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ATO launches legal action against accounting giant PwC, meat processor JBS

ATO second commissioner Jeremy Hirschhorn would not comment on any specific case but said certain groups in Australia were using legal professional privilege for the wrong reasons.

“The ATO is concerned that some advisors and taxpayers are making reckless or baseless LPP claims in an attempt to withhold facts and evidence from the Commissioner,” Mr Hirschhorn said.

“We are currently disputing LPP claims in a number of our cases in the large market sector. These cases are progressed in various ways and may involve independent review of claims, declaratory proceedings and penalties for false and misleading statements.”

ASIC documents show Flora Green is a subsidiary of JBS Australia registered as a foreign company with a company address in Wacol, Queensland.

Mr Hirschhorn said in a speech last year the big four accounting firms had systemic impacts on capital markets and therefore the ATO would respond more forcefully to creative tax advice in the sector.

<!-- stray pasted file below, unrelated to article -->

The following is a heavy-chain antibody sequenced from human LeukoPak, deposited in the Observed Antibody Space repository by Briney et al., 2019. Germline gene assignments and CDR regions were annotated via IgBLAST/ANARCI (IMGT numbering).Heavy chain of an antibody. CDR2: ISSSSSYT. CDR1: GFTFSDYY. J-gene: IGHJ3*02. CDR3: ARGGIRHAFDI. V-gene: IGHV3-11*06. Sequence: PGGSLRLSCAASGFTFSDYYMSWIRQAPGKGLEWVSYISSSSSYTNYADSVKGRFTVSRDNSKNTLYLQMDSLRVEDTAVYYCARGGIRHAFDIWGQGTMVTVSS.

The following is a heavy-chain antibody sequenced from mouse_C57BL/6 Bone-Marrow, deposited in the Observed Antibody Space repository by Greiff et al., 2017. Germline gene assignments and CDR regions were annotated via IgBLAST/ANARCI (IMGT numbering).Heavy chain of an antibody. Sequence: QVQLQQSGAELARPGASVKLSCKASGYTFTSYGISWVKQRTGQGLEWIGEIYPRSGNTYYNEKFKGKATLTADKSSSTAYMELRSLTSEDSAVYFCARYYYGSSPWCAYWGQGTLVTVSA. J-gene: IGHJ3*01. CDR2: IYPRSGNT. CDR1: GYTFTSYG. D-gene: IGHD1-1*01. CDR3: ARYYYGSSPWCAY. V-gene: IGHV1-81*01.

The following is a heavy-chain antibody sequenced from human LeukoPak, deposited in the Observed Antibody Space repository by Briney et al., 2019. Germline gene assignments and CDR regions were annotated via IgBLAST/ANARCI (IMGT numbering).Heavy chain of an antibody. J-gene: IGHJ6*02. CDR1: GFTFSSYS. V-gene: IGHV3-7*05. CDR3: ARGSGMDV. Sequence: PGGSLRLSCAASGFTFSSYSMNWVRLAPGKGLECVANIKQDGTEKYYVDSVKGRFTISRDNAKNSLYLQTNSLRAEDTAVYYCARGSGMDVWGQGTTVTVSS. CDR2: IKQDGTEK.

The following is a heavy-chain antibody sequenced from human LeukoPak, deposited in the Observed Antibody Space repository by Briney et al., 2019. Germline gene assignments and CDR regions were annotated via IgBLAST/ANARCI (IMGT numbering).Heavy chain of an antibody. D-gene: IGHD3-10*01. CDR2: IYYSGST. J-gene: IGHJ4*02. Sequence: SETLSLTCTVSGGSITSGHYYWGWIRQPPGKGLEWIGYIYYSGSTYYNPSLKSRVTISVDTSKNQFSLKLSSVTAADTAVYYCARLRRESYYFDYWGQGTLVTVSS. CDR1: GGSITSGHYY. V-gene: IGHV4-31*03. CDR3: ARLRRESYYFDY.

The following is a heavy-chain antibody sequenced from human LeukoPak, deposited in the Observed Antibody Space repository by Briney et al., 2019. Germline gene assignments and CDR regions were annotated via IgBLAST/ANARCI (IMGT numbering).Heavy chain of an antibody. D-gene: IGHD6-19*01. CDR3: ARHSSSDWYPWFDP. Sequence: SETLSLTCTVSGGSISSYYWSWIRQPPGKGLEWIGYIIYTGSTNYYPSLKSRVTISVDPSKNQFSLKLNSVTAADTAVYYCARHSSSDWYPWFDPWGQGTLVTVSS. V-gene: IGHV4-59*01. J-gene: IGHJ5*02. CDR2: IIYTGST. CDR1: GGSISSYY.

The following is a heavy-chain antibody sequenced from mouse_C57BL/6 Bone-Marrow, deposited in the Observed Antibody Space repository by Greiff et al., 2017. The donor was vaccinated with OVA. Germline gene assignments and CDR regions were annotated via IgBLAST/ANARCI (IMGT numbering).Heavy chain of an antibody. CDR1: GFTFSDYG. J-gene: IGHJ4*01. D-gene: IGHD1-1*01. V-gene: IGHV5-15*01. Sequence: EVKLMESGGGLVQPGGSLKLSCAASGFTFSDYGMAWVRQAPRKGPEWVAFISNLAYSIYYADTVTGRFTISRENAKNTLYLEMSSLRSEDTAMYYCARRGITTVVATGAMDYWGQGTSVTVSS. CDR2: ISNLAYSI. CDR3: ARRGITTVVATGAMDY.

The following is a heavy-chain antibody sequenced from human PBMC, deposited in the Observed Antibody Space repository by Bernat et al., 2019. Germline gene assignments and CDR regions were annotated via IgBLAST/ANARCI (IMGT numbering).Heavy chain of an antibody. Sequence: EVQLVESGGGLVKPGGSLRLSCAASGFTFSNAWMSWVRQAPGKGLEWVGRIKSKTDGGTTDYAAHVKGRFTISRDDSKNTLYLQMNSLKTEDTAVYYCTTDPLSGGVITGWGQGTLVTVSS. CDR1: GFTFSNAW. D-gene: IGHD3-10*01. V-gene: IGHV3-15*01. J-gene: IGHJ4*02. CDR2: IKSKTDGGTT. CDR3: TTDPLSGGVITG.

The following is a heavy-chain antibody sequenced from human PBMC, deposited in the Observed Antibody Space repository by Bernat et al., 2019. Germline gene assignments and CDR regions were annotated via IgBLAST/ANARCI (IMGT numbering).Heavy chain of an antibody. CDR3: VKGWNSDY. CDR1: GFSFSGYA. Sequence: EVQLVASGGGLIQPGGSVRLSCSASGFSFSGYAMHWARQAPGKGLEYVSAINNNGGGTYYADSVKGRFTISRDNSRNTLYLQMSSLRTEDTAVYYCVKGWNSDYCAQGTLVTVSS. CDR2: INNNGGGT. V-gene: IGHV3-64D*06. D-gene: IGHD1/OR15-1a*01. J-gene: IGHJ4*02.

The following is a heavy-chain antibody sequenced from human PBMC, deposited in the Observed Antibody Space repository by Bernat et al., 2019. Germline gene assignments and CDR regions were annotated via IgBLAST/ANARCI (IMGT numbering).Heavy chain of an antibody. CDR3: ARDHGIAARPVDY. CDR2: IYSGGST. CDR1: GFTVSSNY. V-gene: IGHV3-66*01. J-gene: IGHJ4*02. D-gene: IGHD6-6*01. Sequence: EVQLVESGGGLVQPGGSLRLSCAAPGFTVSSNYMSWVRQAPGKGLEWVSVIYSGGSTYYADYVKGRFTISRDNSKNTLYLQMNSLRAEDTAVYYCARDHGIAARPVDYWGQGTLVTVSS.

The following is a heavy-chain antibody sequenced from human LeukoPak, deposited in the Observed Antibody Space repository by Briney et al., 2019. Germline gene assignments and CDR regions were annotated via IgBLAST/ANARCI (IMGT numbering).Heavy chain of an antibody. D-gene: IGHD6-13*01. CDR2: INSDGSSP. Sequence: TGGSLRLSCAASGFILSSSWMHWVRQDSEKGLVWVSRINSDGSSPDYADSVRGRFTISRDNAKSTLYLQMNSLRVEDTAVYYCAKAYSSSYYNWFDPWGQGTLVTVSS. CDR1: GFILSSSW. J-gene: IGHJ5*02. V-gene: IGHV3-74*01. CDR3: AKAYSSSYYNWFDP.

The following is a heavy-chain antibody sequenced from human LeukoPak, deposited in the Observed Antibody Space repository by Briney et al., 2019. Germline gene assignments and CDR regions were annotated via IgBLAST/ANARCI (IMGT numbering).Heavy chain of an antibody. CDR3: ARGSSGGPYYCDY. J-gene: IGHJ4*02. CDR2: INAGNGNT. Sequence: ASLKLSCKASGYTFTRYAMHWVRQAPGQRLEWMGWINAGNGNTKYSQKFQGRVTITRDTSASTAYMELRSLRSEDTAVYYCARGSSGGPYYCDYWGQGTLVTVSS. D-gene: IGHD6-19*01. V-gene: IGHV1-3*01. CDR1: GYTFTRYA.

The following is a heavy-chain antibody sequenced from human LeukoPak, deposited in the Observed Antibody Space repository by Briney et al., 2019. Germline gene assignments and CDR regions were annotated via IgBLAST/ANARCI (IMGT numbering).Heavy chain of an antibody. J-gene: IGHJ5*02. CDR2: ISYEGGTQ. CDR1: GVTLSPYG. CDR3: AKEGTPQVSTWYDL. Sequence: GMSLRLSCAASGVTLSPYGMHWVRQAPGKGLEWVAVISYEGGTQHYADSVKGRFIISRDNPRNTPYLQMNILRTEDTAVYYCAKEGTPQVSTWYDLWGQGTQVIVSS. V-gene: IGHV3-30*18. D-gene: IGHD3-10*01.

He said surveys by the ATO had found only 40 per cent of big businesses were believed to be paying the correct amount of tax, compared to 90 per cent of individuals.

“I have seen some advisers who seem to operate almost on the basis that tax is discretionary or for people who are not as clever as them or their clients,” Mr Hirschhorn said.

The ATO said in a separate research note it was investigating accounting firms excessively using LPP to withhold facts or evidence or to make false and misleading statements that could conceal fraud or lead to tax evasion.

A 2018 report by the ATO found 722 out of 2109 large companies operating in Australia did not pay tax in the previous financial year even after making a gross profit. The Multinational Anti-Avoidance Law came into effect in 2015 to counter the erosion of Australia’s tax base by multinational companies exploiting loopholes to avoid paying tax on profits.

JBS is one of Australia’s largest meat processing companies and last month it was forced to close its Dinmore processing plant after two of its Queensland abattoirs were suspended from accessing the China market. In 2014, the company bought ham, bacon and small goods producer Primo Smallgoods for $1.45 billion.

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